That question in turn reflects an attitude and point of view best expressed simply as:
WHOM should government serve, and how best to accomplish that task ?
Which in turn --and again inevitably-- drives us back to our Constitutional foundations, which must guard us in our seeking for remediation of an education system under heavy attack

It was, you will recall, R/R's strongly-voiced and long promoted opinion that "Government IS the Problem !", with the inevitable consequence that the less we had of its blandishments and other actions the better the nation would progress.

I cite this book here as "new information" and agree that the American public suffers from the apathy and misunderstandings brought on precisely as you described them --a failure not only of the media generally but of knowledgeable American citizens over many years, now become so apparent that we must deal with it in the face of consequences showing that indubitably the system now rewards the rich and advantaged, while denying and depriving the rest.

Our primary interest here will be to examine what consequences that has already raised for our system of education and what we must now begin to do to remediate both that system and the economy and culture resulting in such degenerative change from what the Founders clearly intended.





Hank Ruark June 3, 2011 8:32 am (Pacific time)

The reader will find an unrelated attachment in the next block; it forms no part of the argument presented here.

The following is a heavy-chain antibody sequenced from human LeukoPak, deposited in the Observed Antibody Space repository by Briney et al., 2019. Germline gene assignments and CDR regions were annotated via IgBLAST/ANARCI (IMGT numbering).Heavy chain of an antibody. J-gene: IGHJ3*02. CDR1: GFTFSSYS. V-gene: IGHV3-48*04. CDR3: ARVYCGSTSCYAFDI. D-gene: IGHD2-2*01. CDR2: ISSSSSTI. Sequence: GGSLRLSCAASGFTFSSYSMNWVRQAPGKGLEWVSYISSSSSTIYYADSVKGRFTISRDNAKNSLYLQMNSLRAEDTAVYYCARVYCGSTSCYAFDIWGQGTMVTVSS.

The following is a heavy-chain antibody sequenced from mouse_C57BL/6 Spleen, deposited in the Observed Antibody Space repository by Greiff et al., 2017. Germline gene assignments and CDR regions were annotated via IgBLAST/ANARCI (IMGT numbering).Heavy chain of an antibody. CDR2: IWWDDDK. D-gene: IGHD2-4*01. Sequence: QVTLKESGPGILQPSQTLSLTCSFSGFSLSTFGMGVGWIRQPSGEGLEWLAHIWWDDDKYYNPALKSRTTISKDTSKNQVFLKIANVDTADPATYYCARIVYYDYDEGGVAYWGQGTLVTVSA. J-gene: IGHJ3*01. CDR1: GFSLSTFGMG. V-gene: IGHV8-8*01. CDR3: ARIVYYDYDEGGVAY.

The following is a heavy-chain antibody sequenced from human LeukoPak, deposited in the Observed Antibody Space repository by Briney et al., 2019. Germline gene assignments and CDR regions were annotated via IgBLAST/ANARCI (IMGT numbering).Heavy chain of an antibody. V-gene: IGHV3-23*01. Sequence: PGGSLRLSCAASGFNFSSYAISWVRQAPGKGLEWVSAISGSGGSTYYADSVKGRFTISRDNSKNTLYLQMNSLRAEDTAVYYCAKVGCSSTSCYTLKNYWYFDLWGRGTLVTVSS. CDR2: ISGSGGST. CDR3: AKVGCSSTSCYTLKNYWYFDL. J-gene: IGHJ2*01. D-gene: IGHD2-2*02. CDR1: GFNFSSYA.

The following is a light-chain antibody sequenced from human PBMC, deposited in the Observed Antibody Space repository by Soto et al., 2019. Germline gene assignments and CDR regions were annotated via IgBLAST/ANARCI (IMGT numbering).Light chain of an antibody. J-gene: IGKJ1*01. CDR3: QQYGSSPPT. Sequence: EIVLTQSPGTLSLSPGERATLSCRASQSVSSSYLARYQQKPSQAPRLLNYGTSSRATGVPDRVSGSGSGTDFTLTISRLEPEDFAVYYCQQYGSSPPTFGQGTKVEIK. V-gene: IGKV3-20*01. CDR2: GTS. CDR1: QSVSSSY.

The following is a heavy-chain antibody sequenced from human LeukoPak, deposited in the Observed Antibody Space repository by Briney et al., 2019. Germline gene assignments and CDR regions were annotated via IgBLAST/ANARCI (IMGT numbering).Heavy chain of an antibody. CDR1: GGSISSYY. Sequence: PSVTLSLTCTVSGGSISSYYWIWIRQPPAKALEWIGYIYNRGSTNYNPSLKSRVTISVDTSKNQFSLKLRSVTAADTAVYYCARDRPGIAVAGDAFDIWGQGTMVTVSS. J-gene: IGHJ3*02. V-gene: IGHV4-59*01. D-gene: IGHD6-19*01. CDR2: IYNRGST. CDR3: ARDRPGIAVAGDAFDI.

Lynn et al: You wrote, among other very salient and sensible points: "Actually the more I've learned in life, the more I have come to relize how little I do know. I had a professor many years ago who said the most important thing I may possibly get out of my educational process would be the ability to "think."" Perhaps most painful of conclusions many come to understand as they really face conclusion (!) is precisely that point, operative here as major motivator for most of what I write, both to learn for myself and perhaps to bring on a fit or two of otherwise missing cogitation among others. We do definitely disagree on some points --but it is the magic of dialog --which I will put up against the so-called "magic of the market" any day !-- to bring about at least partial consensus on rational and non-confrontational grounds, which sometimes and somehow lubricates and eases the frictions and foibles of democracy, leading to wiser and more pragmatic decisions. I hope this open, honest, democratic S-N channel may be spmehow assisting in that badly-needed pattern for potent change which most of us seem to see as demanded NOW in our system of education. If at times some one or other of my writer's techniques may seem to be too denigrative, too personally-pointed, or even too dismissive, please understand that it's from lack of writing skill and in no way other than technique to invoke dialog still further. I appreciate your thoughtful participation and your (mostly !) very cogent points and will return to our exchanges a bit later as time demands here allow.